Can your employer enforce a salary cut? The good news is that, as a matter of fact, an employer cannot easily enforce such a measure.
This post was reviewed and updated on 1 September 2020
This is mainly because the general rule is as follows:
Salary is a so-called primary indicator of an employer which can be set against the primary performance of an employee to work. As such, salary is regarded as the most important employment condition. Furthermore, salary is essential to be able to support oneself. In other words, it is obvious that an employee has an substantial interest in unaltered maintenance of his salary.
Dutch case law
A short while ago, a judge had to decide on whether to agree with a proposal of an employer to cut an employee’s salary by 10%. The employer stated that all employees had to agree to a salary decrease of 10% in order to prevent the company’s bankruptcy. 69% of the employees had agreed to the proposal, as had the works council, the body representing the workers. One of the employees, however, did not want to comply with a 10% salary decrease. He decided to request full payment in legal proceedings. The judge agreed with the employee.
The judge could follow the employer as far as the bad financial situation of the company was concerned. However, in the opinion of the judge, the employer’s proposal regarding the salary reduction was not reasonable. The employee could not therefore reasonably be asked to accept a salary cut of 10%.
Even though the works council and two thirds of the employees were prepared to accept the 10% salary decrease, the employer still could not force this employee to do so as well. Such a salary cut is not a reasonable proposal. On that basis, the employer cannot expect an employee to agree to that. The judge even added that even if the employer had a unilateral change clause (meaning that the employer can unilaterally make changes to the employment conditions in case of substantial business interests), the outcome would have been the same.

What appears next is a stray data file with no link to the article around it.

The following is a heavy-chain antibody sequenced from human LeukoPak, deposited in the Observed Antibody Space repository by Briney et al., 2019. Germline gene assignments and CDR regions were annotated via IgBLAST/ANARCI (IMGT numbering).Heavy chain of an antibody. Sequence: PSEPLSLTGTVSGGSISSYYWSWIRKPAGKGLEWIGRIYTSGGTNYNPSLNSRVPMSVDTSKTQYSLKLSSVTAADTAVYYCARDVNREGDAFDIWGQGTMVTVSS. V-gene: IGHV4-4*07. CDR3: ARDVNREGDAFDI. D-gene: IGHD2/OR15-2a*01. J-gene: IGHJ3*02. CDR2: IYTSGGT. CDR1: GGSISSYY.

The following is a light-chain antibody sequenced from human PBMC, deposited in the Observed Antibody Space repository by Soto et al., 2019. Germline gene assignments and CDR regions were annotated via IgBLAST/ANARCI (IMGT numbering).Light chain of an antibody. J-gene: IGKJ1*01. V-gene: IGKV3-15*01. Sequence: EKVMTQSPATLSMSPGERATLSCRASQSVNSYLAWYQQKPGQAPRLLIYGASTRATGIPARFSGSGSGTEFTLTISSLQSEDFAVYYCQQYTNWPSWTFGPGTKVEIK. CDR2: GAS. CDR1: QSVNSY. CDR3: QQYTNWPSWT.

In general, the employer cannot change the employment conditions without first obtaining the employee’s consent.
When an employer does not include a unilateral change clause in the employment contract, he or she will need to present a reasonable proposal to the employee. That reasonable proposal must be based on a change in the circumstances within the business. But even then, an employer would still need to argue that, on grounds of reasonableness and fairness, it can be expected from the employee to agree with modification of the salary agreed upon.
Get advice you can trust
Even when your employer’s financial position is not sound, do not conclude too easily that he or she can ask you to accept a salary cut. Your employer’s offer must be reasonable and on top of that, it needs to be verified whether you might be expected to accept the proposal, taking all circumstances into account. The court usually does not consider a salary cut to be reasonable, whereas the court may decide differently on, for example, a change in a car lease agreement.
If your employer has asked you to accept a salary cut and you’d like advice on your specific situation, please contact us. Our experts in Dutch employment law will be glad to help you.
Looking for more information about Dutch employment law and your rights? Get the new white paper: When to call a lawyer about work
Godelijn experienced an international upbringing and education as an expat child living in Africa and England. Back in The Netherlands, she studied law at the University of Utrecht (1990). She then embarked on her legal career as a lawyer by working 10 years for the well-known law firm of ‘Wladimiroff en Spong Advocaten’. In 2000 she joined GMW lawyers as a partner and is the head of the Labour law and Pension section.
Godelijn specialises in international employment law and has extensive experience in dealing with both non-contentious and contentious international employment matters including (collective) redundancy packages and dismissal. She works for both companies and individual employees, enabling her to keep an open mind to both sides of a case. Naturally she helps her clients when a problem has arisen, but prefers to act before an escalation has taken place. Advice on a fair Human Resource policy is an essential part of her work.
Godelijn Boonman is considered to be the undoubted employment specialist for the expat community because she is bilingual, has a large international clientele and a wealth of experience in international employment law matters. She is therefore frequently asked to be the key note speaker at international seminars.
Godelijn has a keen interest in the international community and is a member of the advisory board of ACCESS .